Attorneys who affiliate with nonlawyer companies and out-of-state law firms in order to receive referrals take heed.
The Indiana Supreme Court Disciplinary Commission recently warned its state’s lawyers that such affiliations may violate several ethics rules. ABA Section of Litigation leaders agree with the commission’s cautionary opinion under the current ethics rules, but expect to see those rules updated in the future in order to address the changing legal market.
Commission Responds to a Growing Trend
According to Ethics Opinion No. 2-18, Indiana attorneys are being approached “by non-lawyer companies or out-of-state law firms looking to establish an ongoing affiliation for providing legal services in Indiana” without having to register with the Indiana bar. For example, an out-of-state firm may enter into a nominal “Of Counsel” or other contractual arrangement with the Indiana attorney, which requires little to no work from that Indiana attorney on services being provided within Indiana.
Similarly, a nonlawyer-owned company may refer a discrete project to an Indiana lawyer, determine and collect the client’s fee for that project, and then charge the Indiana attorney a fixed percentage of the client’s fee as a “marketing fee.” According to the commission, the common feature of these “license rental” business models “is that the non-lawyer company or out-of-state law firm wants to offer legal services in Indiana on an ongoing basis without being licensed to practice law in Indiana. They then direct the cases to an Indiana lawyer for a portion of the fees charged, often while requiring relatively minimal work or involvement by the Indiana lawyer.”
License Rental Agreements Raise Ethical Issues
The commission warns that “license rental” affiliations with a nonlawyer company or an out-of-state law firm may put an Indiana attorney at risk of violating multiple ethical rules, including:
- Improper fee splitting in violation of Rule 5.4(a)
- Abdication of professional independence in violation of Rule 5.4(c)
- Limited representation in violation of Rule 1.2(c)
- Unreasonable “advertising” costs in violation of Rules 7.2 and 7.3
- Misrepresentation of lawyer services in violation of Rule 7.1
Who controls the legal services is a key issue for the commission, which emphasized that a “lawyer risks violation of these rules when the non-lawyer company or out-of-state law firm dictates nearly all aspects of the representation, particularly the objectives and legal strategy.” Splitting of fees was another significant area of concern, as the commission emphasized that Rule 5.4 prohibits splitting fees with nonlawyers and Rule 1.5 requires that the client approve fee-splitting arrangements between lawyers not in the same firm.
Other states, including New Jersey, Ohio, South Carolina, and Virginia, have issued similar warnings about license rental agreements. A 2016 opinion from the Supreme Court of Ohio’s Board of Professional Conduct, for example, concluded that a “lawyer’s participation in an online, nonlawyer-owned legal referral service, where the lawyer is required to pay a ‘marketing fee’ to a nonlawyer for each service completed
for a client, is unethical.” On the other hand, the North Carolina State Bar’s Ethics Committee has proposed several changes to its ethics rules in order to permit such license rental agreements. A 2017 proposed change to Rule 5.4 would allow for a fee splitting with a company such as Avvo as long as “the business relationship will not interfere with the lawyer’s professional judgment on behalf of a client.” That proposal has been returned to the committee for reconsideration, however, after it received significant opposition.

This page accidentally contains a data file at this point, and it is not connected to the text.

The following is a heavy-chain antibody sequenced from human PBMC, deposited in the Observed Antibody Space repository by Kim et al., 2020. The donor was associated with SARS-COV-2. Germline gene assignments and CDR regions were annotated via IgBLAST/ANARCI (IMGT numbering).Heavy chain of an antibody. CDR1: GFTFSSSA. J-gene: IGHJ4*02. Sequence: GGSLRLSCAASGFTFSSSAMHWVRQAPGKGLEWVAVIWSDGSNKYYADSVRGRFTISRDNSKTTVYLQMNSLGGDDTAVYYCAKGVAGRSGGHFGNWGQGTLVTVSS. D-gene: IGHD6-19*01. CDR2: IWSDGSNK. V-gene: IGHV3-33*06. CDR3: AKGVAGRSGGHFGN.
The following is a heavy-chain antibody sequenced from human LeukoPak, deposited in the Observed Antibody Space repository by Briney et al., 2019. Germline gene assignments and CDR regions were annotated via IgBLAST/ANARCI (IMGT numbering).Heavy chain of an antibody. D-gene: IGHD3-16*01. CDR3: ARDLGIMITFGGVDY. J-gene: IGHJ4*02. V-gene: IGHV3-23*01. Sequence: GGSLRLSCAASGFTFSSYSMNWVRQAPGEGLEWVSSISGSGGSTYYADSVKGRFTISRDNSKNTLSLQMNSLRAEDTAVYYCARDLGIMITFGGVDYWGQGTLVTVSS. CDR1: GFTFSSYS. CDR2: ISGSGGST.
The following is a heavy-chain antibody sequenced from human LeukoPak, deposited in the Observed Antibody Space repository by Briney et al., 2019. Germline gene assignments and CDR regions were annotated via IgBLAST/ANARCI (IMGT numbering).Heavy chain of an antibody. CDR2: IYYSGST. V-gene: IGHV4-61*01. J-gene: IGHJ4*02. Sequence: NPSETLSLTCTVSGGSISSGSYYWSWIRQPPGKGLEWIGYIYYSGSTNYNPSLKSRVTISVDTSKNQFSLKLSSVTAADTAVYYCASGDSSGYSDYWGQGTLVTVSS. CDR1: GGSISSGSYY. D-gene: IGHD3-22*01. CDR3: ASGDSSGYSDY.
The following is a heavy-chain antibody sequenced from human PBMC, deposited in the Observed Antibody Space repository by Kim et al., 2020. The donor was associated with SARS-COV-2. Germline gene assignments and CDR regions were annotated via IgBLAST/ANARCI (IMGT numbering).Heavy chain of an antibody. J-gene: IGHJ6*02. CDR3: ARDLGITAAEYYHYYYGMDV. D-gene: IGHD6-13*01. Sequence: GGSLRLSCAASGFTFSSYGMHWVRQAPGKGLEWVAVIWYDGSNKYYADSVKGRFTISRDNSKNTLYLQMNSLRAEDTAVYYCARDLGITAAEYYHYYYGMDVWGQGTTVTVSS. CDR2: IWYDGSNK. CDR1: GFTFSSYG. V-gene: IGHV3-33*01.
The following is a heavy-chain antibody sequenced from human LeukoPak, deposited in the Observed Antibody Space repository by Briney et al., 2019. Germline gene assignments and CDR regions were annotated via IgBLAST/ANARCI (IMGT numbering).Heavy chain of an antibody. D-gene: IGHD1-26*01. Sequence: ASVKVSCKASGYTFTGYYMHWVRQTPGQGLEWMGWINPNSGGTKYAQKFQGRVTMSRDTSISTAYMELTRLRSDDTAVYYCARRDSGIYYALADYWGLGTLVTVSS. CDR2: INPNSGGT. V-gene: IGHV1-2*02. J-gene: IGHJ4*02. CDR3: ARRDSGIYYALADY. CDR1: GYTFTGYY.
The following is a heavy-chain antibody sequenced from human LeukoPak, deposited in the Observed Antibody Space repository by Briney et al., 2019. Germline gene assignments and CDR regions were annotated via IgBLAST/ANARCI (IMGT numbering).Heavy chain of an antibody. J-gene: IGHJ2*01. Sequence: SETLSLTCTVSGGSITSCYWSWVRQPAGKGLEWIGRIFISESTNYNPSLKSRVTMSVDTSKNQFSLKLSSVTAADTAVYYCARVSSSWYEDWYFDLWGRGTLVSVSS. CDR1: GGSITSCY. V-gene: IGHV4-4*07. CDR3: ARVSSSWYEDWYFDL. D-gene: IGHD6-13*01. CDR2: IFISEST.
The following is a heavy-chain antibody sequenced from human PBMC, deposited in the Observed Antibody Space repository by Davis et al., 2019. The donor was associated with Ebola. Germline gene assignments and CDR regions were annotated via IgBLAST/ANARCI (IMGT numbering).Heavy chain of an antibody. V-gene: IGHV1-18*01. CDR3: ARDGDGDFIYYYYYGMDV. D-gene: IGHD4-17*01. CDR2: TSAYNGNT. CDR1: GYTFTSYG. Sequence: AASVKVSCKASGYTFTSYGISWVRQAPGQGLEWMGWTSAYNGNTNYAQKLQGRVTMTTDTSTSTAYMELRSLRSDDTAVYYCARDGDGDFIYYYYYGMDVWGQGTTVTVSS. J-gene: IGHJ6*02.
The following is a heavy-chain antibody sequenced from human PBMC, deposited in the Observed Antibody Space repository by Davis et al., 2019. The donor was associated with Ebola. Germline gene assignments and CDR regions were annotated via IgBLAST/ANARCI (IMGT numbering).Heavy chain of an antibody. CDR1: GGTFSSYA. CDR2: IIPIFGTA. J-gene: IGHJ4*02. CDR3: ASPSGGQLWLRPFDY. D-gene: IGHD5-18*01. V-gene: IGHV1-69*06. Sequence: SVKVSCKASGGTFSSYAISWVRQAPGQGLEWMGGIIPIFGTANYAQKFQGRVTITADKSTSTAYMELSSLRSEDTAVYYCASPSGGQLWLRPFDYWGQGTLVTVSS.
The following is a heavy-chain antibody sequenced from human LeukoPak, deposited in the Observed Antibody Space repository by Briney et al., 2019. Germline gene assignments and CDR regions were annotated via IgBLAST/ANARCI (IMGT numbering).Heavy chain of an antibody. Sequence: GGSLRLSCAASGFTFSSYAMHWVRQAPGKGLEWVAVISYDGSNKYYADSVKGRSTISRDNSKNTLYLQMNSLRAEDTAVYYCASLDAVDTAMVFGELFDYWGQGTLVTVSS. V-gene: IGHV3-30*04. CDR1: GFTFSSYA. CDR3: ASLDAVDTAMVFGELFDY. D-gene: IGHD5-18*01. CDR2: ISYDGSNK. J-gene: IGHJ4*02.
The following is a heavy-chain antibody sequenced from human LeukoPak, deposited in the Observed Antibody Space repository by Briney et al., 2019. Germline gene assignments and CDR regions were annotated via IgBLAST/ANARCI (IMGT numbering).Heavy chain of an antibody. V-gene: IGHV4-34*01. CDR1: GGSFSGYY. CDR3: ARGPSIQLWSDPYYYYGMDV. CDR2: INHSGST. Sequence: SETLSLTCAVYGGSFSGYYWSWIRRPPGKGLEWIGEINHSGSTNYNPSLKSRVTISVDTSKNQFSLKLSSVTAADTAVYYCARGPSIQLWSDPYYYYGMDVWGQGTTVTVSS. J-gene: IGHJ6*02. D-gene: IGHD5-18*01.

Fee-Sharing Requires Existing Rules to be Modified
“Other countries have relaxed their rules relating to nonlawyer-owned companies, but our current ethics rules generally still prohibit them,” says Merri A. Baldwin, San Francisco, CA, former chair of the Section of Litigation’s Committee on Professional Services Liability Litigation, and coeditor of The Law of Lawyers’ Liability (ABA 2012). Nevertheless, this is a “very hot topic right now, as there is a justice gap and these disruptive technologies are attempting to connect clients to attorneys in cost-effective ways,” adds Baldwin. “These nonlawyer services are not going away, and the ABA and states will need to respond to them,” says John M. Barkett, Miami, FL, cochair of the Section’s Ethics & Professionalism Committee.
Baldwin noted that California recently commissioned a Legal Services Landscape report, which notes that “private investors are increasingly pushing the boundaries of [existing ethics] rules by funding new technologies and service delivery models designed to solve many of the legal market’s most vexing problems.” The report recommends modifications to California’s ethics rules to facilitate greater collaboration across law and other disciplines.
A Guide for Associating with Out-of-State Firms
“When out-of-state attorneys are admitted to court pro hac vice, there are controls in place to address ethical issues,” Barkett observes. “Those controls are absent in the license rental agreements, and attorneys cannot just accept out-of-state work without any review or adherence to the ethical rules,” cautions Barkett. By outlining its concerns and the applicable rules though, Barkett believes the commission gave Indiana attorneys a “road map” for drafting an engagement letter with an out-of-state law firm that would allow the attorney to meet the applicable ethics obligations.
Peter J. Murphy is a contributing editor for Litigation News.
Hashtags: #ethics, #professionalism, #legal industry
- Lauren M. Gregory, "Online Client Referral Programs Condemned as Unethical," Litigation News (Oct. 10, 2017).
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